“I see my own death in every place and in everyone,” the young woman said. “I see it in the smoke of a sputtering candle, in dim mirrors and still water; I see it among the hooves of my black stallion and in the dark eye of every raven . It is in my beloved’s smile and lurks in every shadow and dream. I close my eyes and it is there. It dogs me, a sinister second shadow, and leaves me no peace.”
“You want to be rid of it, do you?” The speaker was a wizened woman with deep grooves in her skin, as though a thousand years of tears had carved its surface. She sat half hidden behind flickering candles and the smoke of incense.
The young woman spread four gold coins that glinted even in the poor light on the dusty and crowded table. “Please,” she whispered. “Rid me of it forever and I shall pay you well.” She shivered a little, suddenly, seeing her death in the face of the old woman.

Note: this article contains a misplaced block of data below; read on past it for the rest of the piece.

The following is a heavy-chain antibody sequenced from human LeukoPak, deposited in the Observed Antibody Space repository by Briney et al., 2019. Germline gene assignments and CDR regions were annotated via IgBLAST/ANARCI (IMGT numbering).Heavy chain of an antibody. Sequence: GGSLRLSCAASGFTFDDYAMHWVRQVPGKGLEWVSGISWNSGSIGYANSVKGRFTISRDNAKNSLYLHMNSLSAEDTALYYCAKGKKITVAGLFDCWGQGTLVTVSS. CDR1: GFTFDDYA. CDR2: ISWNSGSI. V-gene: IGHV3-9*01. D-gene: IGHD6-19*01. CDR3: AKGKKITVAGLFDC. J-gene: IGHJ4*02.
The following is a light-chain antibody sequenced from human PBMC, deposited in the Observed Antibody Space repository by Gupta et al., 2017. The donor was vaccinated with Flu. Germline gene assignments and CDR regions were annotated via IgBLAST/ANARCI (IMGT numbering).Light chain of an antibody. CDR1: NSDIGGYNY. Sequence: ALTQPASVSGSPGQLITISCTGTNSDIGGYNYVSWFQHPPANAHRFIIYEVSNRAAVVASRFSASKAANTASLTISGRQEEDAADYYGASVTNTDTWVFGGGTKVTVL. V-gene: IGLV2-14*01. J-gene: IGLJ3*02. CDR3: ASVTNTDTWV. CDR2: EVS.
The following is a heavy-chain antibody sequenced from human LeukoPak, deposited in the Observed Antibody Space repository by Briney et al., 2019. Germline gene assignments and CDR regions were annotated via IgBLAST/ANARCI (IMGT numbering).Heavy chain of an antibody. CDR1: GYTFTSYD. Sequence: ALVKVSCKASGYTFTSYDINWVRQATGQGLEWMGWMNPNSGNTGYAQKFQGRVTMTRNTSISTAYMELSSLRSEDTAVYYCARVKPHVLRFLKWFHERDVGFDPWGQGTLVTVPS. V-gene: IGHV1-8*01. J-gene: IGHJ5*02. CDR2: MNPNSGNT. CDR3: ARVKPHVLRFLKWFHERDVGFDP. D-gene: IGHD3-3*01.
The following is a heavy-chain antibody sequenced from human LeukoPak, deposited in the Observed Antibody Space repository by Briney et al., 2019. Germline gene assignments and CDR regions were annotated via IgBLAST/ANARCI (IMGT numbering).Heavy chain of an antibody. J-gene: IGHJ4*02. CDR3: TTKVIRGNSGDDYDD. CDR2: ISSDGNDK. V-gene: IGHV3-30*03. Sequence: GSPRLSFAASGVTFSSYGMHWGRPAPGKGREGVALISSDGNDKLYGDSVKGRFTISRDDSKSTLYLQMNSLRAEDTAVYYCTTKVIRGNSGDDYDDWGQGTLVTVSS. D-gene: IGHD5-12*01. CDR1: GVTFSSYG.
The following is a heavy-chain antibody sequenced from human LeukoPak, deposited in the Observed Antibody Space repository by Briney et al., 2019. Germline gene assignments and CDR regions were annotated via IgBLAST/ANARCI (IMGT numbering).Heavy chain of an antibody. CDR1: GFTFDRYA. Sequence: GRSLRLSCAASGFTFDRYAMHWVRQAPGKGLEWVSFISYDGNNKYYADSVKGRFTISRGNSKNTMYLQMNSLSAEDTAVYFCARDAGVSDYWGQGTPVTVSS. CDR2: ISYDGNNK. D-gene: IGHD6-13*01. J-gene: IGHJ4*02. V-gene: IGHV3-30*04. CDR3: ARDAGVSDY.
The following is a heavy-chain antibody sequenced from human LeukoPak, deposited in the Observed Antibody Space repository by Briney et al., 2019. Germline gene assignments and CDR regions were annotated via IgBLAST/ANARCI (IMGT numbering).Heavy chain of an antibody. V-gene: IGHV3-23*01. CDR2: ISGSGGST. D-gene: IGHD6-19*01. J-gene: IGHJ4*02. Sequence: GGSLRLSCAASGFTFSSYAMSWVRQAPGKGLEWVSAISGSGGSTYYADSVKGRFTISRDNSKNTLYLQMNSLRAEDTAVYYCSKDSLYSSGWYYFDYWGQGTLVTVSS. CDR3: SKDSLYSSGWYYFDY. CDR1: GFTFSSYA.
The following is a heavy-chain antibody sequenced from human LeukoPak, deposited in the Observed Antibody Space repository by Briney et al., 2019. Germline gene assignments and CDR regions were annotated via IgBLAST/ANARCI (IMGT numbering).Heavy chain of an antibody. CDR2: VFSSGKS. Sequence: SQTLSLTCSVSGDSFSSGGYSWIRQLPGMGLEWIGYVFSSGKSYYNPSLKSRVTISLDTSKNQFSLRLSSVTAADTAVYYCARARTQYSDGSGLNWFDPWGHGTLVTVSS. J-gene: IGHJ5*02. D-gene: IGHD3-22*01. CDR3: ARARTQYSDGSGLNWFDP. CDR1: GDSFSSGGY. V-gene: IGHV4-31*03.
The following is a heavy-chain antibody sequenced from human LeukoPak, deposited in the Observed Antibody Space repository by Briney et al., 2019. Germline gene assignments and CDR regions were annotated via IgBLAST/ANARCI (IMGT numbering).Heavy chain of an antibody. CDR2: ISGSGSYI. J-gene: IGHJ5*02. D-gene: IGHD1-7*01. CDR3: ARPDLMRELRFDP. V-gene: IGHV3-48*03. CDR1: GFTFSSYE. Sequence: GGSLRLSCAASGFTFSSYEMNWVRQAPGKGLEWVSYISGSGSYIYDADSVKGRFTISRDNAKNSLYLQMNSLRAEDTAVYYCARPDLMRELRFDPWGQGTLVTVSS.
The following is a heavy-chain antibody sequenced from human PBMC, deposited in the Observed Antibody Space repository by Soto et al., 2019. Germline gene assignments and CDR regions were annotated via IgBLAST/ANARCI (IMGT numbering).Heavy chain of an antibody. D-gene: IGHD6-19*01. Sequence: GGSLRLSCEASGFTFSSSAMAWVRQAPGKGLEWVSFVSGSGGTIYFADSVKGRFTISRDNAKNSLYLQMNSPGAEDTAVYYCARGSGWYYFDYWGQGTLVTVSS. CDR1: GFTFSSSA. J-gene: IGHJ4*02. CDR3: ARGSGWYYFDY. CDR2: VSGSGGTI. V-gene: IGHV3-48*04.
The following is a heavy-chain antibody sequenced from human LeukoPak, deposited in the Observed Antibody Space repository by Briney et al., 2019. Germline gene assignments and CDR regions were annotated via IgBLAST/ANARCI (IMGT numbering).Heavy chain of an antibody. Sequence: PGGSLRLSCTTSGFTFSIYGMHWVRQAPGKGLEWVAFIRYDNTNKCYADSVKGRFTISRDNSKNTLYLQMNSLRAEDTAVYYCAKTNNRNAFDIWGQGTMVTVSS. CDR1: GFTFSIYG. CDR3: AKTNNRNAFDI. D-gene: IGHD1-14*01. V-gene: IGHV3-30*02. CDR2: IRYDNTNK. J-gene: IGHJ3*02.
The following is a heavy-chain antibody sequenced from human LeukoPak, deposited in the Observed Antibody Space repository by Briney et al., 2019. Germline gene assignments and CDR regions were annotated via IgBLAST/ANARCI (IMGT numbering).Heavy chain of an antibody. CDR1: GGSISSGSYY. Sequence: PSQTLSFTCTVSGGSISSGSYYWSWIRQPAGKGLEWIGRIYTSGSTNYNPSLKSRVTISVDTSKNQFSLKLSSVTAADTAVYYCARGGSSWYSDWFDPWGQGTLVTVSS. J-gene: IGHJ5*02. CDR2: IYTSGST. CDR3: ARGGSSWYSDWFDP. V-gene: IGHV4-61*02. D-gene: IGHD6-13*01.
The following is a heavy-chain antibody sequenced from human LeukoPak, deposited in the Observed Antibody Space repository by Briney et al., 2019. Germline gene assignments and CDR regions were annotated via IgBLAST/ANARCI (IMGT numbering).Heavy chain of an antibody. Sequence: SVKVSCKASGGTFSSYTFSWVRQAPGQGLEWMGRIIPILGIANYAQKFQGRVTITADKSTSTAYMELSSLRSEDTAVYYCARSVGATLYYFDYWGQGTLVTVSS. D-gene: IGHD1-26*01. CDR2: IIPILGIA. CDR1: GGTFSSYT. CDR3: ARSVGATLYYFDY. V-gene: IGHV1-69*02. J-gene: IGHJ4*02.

The old gypsy woman reached a leathery, jointed hand for the coins. They clinked merrily into her other hand. “It shall be done,” she said quietly.
And it was. She muttered a few musty syllables over a brazier, sprinkled a few crushed herbs on the fire, and it was done. The young woman departed and never again was she troubled by the face of her own death. She ducked out of the dark little shop on the unfashionable side of town, hurriedly crossed the paved street, and was on time for tea with her family and beloved. She thought occasionally of the shop, but never again went to see it.
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